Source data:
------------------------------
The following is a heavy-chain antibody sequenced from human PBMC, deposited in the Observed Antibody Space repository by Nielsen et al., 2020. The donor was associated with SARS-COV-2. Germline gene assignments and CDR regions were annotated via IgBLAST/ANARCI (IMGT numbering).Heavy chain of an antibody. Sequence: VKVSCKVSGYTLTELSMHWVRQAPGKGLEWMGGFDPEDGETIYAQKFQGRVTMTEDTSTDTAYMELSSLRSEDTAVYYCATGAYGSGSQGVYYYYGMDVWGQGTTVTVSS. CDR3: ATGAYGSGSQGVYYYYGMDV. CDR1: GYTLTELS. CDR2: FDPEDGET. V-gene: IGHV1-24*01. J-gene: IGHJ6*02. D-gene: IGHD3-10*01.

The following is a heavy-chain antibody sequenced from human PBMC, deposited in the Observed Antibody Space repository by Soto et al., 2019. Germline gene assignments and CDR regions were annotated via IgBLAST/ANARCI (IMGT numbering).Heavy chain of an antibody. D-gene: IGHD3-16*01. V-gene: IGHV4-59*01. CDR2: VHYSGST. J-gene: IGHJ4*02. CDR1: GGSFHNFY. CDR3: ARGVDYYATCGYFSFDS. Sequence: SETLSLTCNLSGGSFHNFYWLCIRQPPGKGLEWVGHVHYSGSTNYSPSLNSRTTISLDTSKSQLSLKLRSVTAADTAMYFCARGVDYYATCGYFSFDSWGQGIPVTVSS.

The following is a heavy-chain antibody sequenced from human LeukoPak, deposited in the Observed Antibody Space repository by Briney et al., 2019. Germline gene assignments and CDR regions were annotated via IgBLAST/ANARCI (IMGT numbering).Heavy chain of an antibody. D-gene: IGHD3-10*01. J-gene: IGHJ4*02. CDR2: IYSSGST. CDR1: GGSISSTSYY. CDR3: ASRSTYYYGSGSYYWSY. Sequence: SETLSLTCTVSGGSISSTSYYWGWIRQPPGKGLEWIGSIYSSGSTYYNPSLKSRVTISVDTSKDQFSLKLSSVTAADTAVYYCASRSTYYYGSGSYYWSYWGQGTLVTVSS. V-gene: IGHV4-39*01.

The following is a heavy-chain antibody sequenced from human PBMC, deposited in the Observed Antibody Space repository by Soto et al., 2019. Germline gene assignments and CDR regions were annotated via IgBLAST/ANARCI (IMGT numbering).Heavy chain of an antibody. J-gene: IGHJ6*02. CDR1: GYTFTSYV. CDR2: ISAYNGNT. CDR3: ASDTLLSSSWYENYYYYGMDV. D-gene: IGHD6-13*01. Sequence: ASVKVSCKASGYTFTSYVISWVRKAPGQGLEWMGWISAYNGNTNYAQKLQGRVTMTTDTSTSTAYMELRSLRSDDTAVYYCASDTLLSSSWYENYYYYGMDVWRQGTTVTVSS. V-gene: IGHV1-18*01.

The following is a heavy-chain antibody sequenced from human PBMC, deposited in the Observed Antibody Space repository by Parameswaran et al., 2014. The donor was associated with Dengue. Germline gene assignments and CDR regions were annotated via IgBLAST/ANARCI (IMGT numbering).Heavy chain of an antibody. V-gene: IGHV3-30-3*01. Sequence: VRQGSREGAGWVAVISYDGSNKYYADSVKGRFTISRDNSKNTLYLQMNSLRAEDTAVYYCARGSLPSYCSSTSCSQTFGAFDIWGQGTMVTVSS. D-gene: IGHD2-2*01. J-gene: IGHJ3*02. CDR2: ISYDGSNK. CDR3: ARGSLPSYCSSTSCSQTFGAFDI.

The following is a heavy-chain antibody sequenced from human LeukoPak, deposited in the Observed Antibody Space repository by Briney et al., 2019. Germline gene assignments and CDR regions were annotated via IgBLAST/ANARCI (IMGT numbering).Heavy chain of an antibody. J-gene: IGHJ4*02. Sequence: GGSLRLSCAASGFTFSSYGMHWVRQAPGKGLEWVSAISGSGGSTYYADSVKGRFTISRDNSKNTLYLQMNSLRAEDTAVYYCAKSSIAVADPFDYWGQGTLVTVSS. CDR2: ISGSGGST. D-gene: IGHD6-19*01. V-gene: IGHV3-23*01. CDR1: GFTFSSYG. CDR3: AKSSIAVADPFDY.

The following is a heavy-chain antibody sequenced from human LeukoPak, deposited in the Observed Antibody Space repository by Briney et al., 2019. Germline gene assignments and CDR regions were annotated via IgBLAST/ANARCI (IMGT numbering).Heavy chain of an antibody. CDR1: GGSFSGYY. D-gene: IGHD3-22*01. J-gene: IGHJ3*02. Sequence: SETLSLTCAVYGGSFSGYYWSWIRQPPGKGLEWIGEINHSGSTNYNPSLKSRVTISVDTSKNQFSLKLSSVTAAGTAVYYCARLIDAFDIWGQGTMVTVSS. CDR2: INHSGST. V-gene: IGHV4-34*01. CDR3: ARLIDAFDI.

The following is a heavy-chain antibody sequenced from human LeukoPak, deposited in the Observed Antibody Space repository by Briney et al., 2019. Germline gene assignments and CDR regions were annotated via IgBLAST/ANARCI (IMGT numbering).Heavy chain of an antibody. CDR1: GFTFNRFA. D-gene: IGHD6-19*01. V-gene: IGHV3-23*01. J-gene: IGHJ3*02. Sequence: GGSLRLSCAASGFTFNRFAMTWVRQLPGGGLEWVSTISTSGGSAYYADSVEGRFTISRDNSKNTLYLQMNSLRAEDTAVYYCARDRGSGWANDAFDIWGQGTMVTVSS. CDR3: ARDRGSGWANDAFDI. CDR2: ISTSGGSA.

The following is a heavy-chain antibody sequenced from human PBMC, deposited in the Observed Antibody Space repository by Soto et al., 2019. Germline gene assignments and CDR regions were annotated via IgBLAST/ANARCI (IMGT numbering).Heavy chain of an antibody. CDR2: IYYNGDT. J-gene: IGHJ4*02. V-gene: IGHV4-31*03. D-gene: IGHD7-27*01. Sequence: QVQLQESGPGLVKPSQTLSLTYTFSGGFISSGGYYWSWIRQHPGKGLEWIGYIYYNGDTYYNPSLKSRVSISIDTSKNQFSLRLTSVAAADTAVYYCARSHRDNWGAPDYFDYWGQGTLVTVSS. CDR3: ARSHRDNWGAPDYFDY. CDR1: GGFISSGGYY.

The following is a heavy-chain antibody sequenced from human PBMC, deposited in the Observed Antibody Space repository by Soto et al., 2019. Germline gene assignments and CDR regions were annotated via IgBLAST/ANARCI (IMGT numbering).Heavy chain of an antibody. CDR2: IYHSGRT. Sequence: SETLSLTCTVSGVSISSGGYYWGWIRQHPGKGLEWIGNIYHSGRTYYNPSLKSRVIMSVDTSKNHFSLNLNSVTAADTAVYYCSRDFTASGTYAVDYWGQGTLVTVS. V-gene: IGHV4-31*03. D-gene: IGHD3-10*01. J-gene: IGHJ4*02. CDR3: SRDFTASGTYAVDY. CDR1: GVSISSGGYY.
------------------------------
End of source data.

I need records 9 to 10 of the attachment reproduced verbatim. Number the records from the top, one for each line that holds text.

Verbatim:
The following is a heavy-chain antibody sequenced from human PBMC, deposited in the Observed Antibody Space repository by Soto et al., 2019. Germline gene assignments and CDR regions were annotated via IgBLAST/ANARCI (IMGT numbering).Heavy chain of an antibody. CDR2: IYYNGDT. J-gene: IGHJ4*02. V-gene: IGHV4-31*03. D-gene: IGHD7-27*01. Sequence: QVQLQESGPGLVKPSQTLSLTYTFSGGFISSGGYYWSWIRQHPGKGLEWIGYIYYNGDTYYNPSLKSRVSISIDTSKNQFSLRLTSVAAADTAVYYCARSHRDNWGAPDYFDYWGQGTLVTVSS. CDR3: ARSHRDNWGAPDYFDY. CDR1: GGFISSGGYY.

The following is a heavy-chain antibody sequenced from human PBMC, deposited in the Observed Antibody Space repository by Soto et al., 2019. Germline gene assignments and CDR regions were annotated via IgBLAST/ANARCI (IMGT numbering).Heavy chain of an antibody. CDR2: IYHSGRT. Sequence: SETLSLTCTVSGVSISSGGYYWGWIRQHPGKGLEWIGNIYHSGRTYYNPSLKSRVIMSVDTSKNHFSLNLNSVTAADTAVYYCSRDFTASGTYAVDYWGQGTLVTVS. V-gene: IGHV4-31*03. D-gene: IGHD3-10*01. J-gene: IGHJ4*02. CDR3: SRDFTASGTYAVDY. CDR1: GVSISSGGYY.